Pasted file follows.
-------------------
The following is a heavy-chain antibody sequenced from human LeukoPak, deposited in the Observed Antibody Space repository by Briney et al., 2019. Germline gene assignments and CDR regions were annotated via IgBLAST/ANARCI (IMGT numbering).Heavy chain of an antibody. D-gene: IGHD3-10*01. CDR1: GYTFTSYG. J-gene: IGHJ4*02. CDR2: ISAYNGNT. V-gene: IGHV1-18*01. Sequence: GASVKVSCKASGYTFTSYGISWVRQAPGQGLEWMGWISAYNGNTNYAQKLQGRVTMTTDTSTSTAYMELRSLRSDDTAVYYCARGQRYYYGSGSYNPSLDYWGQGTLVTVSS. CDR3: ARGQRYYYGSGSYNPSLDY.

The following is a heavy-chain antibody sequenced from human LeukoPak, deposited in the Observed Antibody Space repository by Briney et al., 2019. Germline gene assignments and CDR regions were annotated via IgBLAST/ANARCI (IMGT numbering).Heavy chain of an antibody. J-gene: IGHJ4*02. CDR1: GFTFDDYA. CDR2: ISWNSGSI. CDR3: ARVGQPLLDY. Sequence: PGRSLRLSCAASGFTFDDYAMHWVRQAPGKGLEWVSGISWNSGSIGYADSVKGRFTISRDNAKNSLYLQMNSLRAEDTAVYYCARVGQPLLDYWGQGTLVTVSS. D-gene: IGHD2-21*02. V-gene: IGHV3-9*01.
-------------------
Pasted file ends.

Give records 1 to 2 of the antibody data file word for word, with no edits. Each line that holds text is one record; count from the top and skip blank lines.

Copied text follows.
The following is a heavy-chain antibody sequenced from human LeukoPak, deposited in the Observed Antibody Space repository by Briney et al., 2019. Germline gene assignments and CDR regions were annotated via IgBLAST/ANARCI (IMGT numbering).Heavy chain of an antibody. D-gene: IGHD3-10*01. CDR1: GYTFTSYG. J-gene: IGHJ4*02. CDR2: ISAYNGNT. V-gene: IGHV1-18*01. Sequence: GASVKVSCKASGYTFTSYGISWVRQAPGQGLEWMGWISAYNGNTNYAQKLQGRVTMTTDTSTSTAYMELRSLRSDDTAVYYCARGQRYYYGSGSYNPSLDYWGQGTLVTVSS. CDR3: ARGQRYYYGSGSYNPSLDY.

The following is a heavy-chain antibody sequenced from human LeukoPak, deposited in the Observed Antibody Space repository by Briney et al., 2019. Germline gene assignments and CDR regions were annotated via IgBLAST/ANARCI (IMGT numbering).Heavy chain of an antibody. J-gene: IGHJ4*02. CDR1: GFTFDDYA. CDR2: ISWNSGSI. CDR3: ARVGQPLLDY. Sequence: PGRSLRLSCAASGFTFDDYAMHWVRQAPGKGLEWVSGISWNSGSIGYADSVKGRFTISRDNAKNSLYLQMNSLRAEDTAVYYCARVGQPLLDYWGQGTLVTVSS. D-gene: IGHD2-21*02. V-gene: IGHV3-9*01.